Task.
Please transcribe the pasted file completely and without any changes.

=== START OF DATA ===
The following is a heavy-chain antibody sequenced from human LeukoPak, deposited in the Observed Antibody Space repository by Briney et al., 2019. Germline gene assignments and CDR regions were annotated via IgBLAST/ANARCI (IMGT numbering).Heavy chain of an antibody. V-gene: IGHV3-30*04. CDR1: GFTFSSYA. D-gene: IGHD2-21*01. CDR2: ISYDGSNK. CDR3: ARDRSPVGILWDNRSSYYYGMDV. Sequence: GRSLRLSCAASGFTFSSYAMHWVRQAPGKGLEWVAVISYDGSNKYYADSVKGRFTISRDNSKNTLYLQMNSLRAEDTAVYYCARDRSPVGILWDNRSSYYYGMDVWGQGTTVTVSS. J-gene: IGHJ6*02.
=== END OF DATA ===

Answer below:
The following is a heavy-chain antibody sequenced from human LeukoPak, deposited in the Observed Antibody Space repository by Briney et al., 2019. Germline gene assignments and CDR regions were annotated via IgBLAST/ANARCI (IMGT numbering).Heavy chain of an antibody. V-gene: IGHV3-30*04. CDR1: GFTFSSYA. D-gene: IGHD2-21*01. CDR2: ISYDGSNK. CDR3: ARDRSPVGILWDNRSSYYYGMDV. Sequence: GRSLRLSCAASGFTFSSYAMHWVRQAPGKGLEWVAVISYDGSNKYYADSVKGRFTISRDNSKNTLYLQMNSLRAEDTAVYYCARDRSPVGILWDNRSSYYYGMDVWGQGTTVTVSS. J-gene: IGHJ6*02.